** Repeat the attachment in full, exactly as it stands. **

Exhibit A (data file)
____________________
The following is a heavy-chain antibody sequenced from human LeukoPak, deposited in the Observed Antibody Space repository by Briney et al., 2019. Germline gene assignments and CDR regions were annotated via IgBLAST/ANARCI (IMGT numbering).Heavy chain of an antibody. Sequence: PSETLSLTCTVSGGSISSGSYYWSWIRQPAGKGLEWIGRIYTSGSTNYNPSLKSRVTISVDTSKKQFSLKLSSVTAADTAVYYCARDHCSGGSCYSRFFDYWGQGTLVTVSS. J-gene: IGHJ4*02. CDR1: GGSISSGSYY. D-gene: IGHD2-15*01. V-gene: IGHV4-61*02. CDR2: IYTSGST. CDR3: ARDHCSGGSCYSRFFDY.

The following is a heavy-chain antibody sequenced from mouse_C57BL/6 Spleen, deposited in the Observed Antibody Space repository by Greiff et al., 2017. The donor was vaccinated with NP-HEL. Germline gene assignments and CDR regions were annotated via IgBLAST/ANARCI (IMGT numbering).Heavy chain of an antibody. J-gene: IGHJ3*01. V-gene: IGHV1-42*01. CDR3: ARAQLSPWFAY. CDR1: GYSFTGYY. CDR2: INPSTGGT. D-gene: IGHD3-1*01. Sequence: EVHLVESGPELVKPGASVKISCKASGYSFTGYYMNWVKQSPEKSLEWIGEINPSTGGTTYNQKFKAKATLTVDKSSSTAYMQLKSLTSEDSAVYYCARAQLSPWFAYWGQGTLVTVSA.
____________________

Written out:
The following is a heavy-chain antibody sequenced from human LeukoPak, deposited in the Observed Antibody Space repository by Briney et al., 2019. Germline gene assignments and CDR regions were annotated via IgBLAST/ANARCI (IMGT numbering).Heavy chain of an antibody. Sequence: PSETLSLTCTVSGGSISSGSYYWSWIRQPAGKGLEWIGRIYTSGSTNYNPSLKSRVTISVDTSKKQFSLKLSSVTAADTAVYYCARDHCSGGSCYSRFFDYWGQGTLVTVSS. J-gene: IGHJ4*02. CDR1: GGSISSGSYY. D-gene: IGHD2-15*01. V-gene: IGHV4-61*02. CDR2: IYTSGST. CDR3: ARDHCSGGSCYSRFFDY.

The following is a heavy-chain antibody sequenced from mouse_C57BL/6 Spleen, deposited in the Observed Antibody Space repository by Greiff et al., 2017. The donor was vaccinated with NP-HEL. Germline gene assignments and CDR regions were annotated via IgBLAST/ANARCI (IMGT numbering).Heavy chain of an antibody. J-gene: IGHJ3*01. V-gene: IGHV1-42*01. CDR3: ARAQLSPWFAY. CDR1: GYSFTGYY. CDR2: INPSTGGT. D-gene: IGHD3-1*01. Sequence: EVHLVESGPELVKPGASVKISCKASGYSFTGYYMNWVKQSPEKSLEWIGEINPSTGGTTYNQKFKAKATLTVDKSSSTAYMQLKSLTSEDSAVYYCARAQLSPWFAYWGQGTLVTVSA.